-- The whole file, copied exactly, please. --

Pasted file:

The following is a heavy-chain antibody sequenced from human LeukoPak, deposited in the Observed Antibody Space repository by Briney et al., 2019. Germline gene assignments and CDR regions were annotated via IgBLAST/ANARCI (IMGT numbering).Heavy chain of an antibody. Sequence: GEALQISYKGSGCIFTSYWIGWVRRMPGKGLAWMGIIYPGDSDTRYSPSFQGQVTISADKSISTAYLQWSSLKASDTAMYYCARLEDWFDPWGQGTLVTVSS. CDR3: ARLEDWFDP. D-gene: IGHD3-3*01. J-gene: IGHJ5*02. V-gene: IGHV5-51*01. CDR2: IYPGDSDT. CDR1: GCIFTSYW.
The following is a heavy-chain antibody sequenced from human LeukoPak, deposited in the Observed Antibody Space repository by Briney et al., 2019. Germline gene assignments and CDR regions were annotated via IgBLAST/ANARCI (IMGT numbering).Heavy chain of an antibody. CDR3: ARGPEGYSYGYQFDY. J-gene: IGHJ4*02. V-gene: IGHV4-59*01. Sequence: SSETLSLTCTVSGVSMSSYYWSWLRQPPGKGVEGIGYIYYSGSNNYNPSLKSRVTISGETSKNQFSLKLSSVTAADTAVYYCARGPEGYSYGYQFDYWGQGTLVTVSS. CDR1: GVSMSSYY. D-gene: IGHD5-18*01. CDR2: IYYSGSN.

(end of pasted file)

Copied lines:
The following is a heavy-chain antibody sequenced from human LeukoPak, deposited in the Observed Antibody Space repository by Briney et al., 2019. Germline gene assignments and CDR regions were annotated via IgBLAST/ANARCI (IMGT numbering).Heavy chain of an antibody. Sequence: GEALQISYKGSGCIFTSYWIGWVRRMPGKGLAWMGIIYPGDSDTRYSPSFQGQVTISADKSISTAYLQWSSLKASDTAMYYCARLEDWFDPWGQGTLVTVSS. CDR3: ARLEDWFDP. D-gene: IGHD3-3*01. J-gene: IGHJ5*02. V-gene: IGHV5-51*01. CDR2: IYPGDSDT. CDR1: GCIFTSYW.
The following is a heavy-chain antibody sequenced from human LeukoPak, deposited in the Observed Antibody Space repository by Briney et al., 2019. Germline gene assignments and CDR regions were annotated via IgBLAST/ANARCI (IMGT numbering).Heavy chain of an antibody. CDR3: ARGPEGYSYGYQFDY. J-gene: IGHJ4*02. V-gene: IGHV4-59*01. Sequence: SSETLSLTCTVSGVSMSSYYWSWLRQPPGKGVEGIGYIYYSGSNNYNPSLKSRVTISGETSKNQFSLKLSSVTAADTAVYYCARGPEGYSYGYQFDYWGQGTLVTVSS. CDR1: GVSMSSYY. D-gene: IGHD5-18*01. CDR2: IYYSGSN.